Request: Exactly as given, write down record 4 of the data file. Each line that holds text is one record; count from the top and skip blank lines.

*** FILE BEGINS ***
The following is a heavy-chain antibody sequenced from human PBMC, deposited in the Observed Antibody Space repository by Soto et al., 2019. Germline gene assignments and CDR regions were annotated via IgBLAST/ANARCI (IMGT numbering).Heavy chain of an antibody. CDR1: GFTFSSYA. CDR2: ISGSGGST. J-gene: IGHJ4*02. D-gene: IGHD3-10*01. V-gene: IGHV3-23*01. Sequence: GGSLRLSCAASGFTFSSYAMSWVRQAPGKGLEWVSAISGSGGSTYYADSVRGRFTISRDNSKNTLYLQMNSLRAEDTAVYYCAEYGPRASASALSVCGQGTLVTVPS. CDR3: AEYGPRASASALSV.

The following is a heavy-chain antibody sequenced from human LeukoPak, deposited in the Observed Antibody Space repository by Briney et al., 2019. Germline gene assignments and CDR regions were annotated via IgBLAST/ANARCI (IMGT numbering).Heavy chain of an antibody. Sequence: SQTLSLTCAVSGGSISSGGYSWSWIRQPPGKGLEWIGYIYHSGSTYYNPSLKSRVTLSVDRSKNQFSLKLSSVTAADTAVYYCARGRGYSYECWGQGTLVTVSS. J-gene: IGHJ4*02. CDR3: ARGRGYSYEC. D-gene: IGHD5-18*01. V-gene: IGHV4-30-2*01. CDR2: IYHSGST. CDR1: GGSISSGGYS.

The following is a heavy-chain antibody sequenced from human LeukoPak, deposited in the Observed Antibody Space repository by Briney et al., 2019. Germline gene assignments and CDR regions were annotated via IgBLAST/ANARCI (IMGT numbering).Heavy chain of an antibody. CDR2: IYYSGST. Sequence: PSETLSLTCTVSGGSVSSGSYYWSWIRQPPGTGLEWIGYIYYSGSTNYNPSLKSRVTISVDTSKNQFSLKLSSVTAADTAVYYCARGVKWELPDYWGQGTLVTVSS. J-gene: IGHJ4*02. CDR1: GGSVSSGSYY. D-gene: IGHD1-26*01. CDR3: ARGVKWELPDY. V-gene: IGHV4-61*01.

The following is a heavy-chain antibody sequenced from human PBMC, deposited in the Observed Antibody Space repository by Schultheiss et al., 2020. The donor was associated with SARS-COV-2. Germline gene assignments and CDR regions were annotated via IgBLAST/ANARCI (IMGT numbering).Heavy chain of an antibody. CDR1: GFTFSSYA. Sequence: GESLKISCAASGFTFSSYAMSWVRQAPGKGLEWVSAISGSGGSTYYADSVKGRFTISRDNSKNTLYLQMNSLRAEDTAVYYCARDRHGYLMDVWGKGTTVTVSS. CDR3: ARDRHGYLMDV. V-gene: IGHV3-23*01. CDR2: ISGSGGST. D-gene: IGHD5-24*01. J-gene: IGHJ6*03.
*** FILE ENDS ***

The following is a heavy-chain antibody sequenced from human PBMC, deposited in the Observed Antibody Space repository by Schultheiss et al., 2020. The donor was associated with SARS-COV-2. Germline gene assignments and CDR regions were annotated via IgBLAST/ANARCI (IMGT numbering).Heavy chain of an antibody. CDR1: GFTFSSYA. Sequence: GESLKISCAASGFTFSSYAMSWVRQAPGKGLEWVSAISGSGGSTYYADSVKGRFTISRDNSKNTLYLQMNSLRAEDTAVYYCARDRHGYLMDVWGKGTTVTVSS. CDR3: ARDRHGYLMDV. V-gene: IGHV3-23*01. CDR2: ISGSGGST. D-gene: IGHD5-24*01. J-gene: IGHJ6*03.